How do you operate crewed and uncrewed aircraft in some of the world’s most congested airspace, safely and efficiently? ‘This is the big question that a Consortium led by Operational Solutions Limited, in which Thales UK is a key player, is looking to answer at one of the world’s busiest international airports.’ HADO® (high-intensity autonomous drone operations) is an ambitious two-year project to deploy and operate a highly-automated 24/7 BVLOS (beyond visual line of sight) drone operation at London’s Heathrow Airport (LHR).

Thales’ involvement in this ground-breaking project will include supporting the development of automated technologies, skills, operating procedures, use cases, and safety-case approvals required to deploy the TopSky UAS Airspace Manager. In particular, to support Project HADO’s four-month 24/7 live BVLOS drone operations in the high-intensity environment of LHR. Use cases will demonstrate operational, economic, and societal benefits in areas such as infrastructure inspections, logistics support and security operations.

For Thales, the key challenge Project HADO aims to address is coordinating uncrewed traffic management (UTM) with well-established air traffic management (ATM) operations in a defined volume of airspace. Our contribution to the project will build on the successful UTM trials currently being conducted across several European airports, as well planning for state-wide operations in the US. 

Bringing it all together

As well as supporting the HADO consortium to define use cases, Thales will work with OSL to build a UTM interface with a command and control (C2) node able to bring together data from numerous sensors across Heathrow to create a single, composite situational awareness picture. It’s this rich data source that we’ll use to support traffic management.

The future of airport operations

Attractive use cases for drones across LHR’s 12 km2 estate and proximate airspace are numerous and diverse. Security monitoring, perimeter surveillance, small-scale logistics, airport maintenance, and drone traffic (including non-authorised flights) monitoring are all areas where drones could significantly enhance operations, while also reducing costs and environmental footprint. What’s more, part of the BVLOS UAS evaluation will include missions that move in and out of the Heathrow perimeter..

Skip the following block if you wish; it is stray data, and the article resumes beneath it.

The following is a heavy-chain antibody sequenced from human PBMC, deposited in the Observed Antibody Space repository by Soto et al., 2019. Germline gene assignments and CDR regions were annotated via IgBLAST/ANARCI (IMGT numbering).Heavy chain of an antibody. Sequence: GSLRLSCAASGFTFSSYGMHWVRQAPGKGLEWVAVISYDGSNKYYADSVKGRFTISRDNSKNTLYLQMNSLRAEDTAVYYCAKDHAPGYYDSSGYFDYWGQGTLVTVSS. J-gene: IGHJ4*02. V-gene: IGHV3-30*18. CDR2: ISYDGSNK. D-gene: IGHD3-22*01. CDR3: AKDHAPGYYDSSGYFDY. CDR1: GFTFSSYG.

Another area of huge potential benefit is sustainability. Using drones instead of standard vehicles to carry out many routine airport activities could reduce the carbon footprint of airport operations and engineering teams, while supporting Thales’ own journey to carbon neutrality.

“If you can deploy drones in a safe and efficient manner, without adversely impacting existing airport operations, endless possibilities exist to monitor, manage, or measure all manner of important airport activities. We envisage that costs, time, and carbon savings will be demonstrably significant as use cases and operating concepts are refined in coordination with the authorities and other stakeholders at Heathrow. Project HADO will be a major first step to achieving all of these things.” Neil Watson, Market Development Manager (AMS), Thales in the UK

“Enabling autonomous beyond visual line of sight drone operations in intensely busy areas is key to unlocking drone-enabled economies and a future of smart airports and smart cities. We believe that HADO is a unique project with potential to unlock significant commercial opportunities in the UK.” Mark Legh-Smith, CEO, Operational Solutions Limited (OSL)

“There are lots of challenges that need to be overcome for us to safely integrate autonomous drones into our existing airspace. The information project HADO gathers during its ambitious four-month trial, in the challenging environment of Heathrow, will be vital in helping the industry understand how we can resolve issues before we scale up further.” Gary Cutts, Future Flight Challenge Director, UKRI

Taking UTM to new heights

HADO has two clear aims. First, to demonstrate that commercially beneficial Autonomous BVLOS operations are possible using uncrewed aerial systems (initially, in the under 25 kg category) in high-intensity, controlled airspace environments. And second, to inform and help shape future autonomous BVLOS regulations by providing evidence-based recommendations to Regulators about the technology and operating procedures needed to achieve safe and cost-effective BVLOS operations in mixed-traffic environments.

Ultimately, HADO aims to create a world-leading and world-first capability that will revolutionise the use of automated UAS in complex air traffic environments, and put the UK at the forefront of global thinking in this sector. And in doing so, create a model for commercial autonomous UAS operations that can be quickly scaled and rolled-out across hundreds of sites in the UK and globally.